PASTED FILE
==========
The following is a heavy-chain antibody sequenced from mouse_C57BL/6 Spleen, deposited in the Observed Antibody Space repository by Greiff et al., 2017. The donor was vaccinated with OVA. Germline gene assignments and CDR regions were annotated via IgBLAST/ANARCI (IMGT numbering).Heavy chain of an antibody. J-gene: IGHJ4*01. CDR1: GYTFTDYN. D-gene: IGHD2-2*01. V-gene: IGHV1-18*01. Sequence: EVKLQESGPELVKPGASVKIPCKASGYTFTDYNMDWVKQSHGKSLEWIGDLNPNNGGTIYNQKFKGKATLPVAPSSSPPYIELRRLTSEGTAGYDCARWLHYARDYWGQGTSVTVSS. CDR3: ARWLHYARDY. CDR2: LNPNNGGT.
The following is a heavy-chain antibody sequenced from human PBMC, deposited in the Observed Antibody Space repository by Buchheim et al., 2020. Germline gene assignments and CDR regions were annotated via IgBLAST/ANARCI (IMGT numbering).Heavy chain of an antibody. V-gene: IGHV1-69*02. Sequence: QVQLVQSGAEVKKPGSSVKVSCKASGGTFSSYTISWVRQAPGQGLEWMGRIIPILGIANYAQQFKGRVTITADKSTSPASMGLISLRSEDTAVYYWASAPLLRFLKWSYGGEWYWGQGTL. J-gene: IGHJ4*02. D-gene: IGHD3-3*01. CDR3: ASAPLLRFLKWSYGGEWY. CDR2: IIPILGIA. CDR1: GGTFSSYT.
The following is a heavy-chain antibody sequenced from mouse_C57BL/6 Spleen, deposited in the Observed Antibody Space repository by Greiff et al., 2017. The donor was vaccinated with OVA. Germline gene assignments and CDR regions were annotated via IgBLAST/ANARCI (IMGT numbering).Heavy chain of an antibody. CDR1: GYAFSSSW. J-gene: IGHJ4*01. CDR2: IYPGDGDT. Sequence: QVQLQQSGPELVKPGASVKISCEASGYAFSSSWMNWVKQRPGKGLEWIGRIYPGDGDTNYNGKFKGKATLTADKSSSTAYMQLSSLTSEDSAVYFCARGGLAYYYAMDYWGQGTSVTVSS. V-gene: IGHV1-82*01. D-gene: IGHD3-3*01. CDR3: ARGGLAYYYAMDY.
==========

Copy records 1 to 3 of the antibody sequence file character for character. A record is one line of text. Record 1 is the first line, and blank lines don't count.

The following is a heavy-chain antibody sequenced from mouse_C57BL/6 Spleen, deposited in the Observed Antibody Space repository by Greiff et al., 2017. The donor was vaccinated with OVA. Germline gene assignments and CDR regions were annotated via IgBLAST/ANARCI (IMGT numbering).Heavy chain of an antibody. J-gene: IGHJ4*01. CDR1: GYTFTDYN. D-gene: IGHD2-2*01. V-gene: IGHV1-18*01. Sequence: EVKLQESGPELVKPGASVKIPCKASGYTFTDYNMDWVKQSHGKSLEWIGDLNPNNGGTIYNQKFKGKATLPVAPSSSPPYIELRRLTSEGTAGYDCARWLHYARDYWGQGTSVTVSS. CDR3: ARWLHYARDY. CDR2: LNPNNGGT.
The following is a heavy-chain antibody sequenced from human PBMC, deposited in the Observed Antibody Space repository by Buchheim et al., 2020. Germline gene assignments and CDR regions were annotated via IgBLAST/ANARCI (IMGT numbering).Heavy chain of an antibody. V-gene: IGHV1-69*02. Sequence: QVQLVQSGAEVKKPGSSVKVSCKASGGTFSSYTISWVRQAPGQGLEWMGRIIPILGIANYAQQFKGRVTITADKSTSPASMGLISLRSEDTAVYYWASAPLLRFLKWSYGGEWYWGQGTL. J-gene: IGHJ4*02. D-gene: IGHD3-3*01. CDR3: ASAPLLRFLKWSYGGEWY. CDR2: IIPILGIA. CDR1: GGTFSSYT.
The following is a heavy-chain antibody sequenced from mouse_C57BL/6 Spleen, deposited in the Observed Antibody Space repository by Greiff et al., 2017. The donor was vaccinated with OVA. Germline gene assignments and CDR regions were annotated via IgBLAST/ANARCI (IMGT numbering).Heavy chain of an antibody. CDR1: GYAFSSSW. J-gene: IGHJ4*01. CDR2: IYPGDGDT. Sequence: QVQLQQSGPELVKPGASVKISCEASGYAFSSSWMNWVKQRPGKGLEWIGRIYPGDGDTNYNGKFKGKATLTADKSSSTAYMQLSSLTSEDSAVYFCARGGLAYYYAMDYWGQGTSVTVSS. V-gene: IGHV1-82*01. D-gene: IGHD3-3*01. CDR3: ARGGLAYYYAMDY.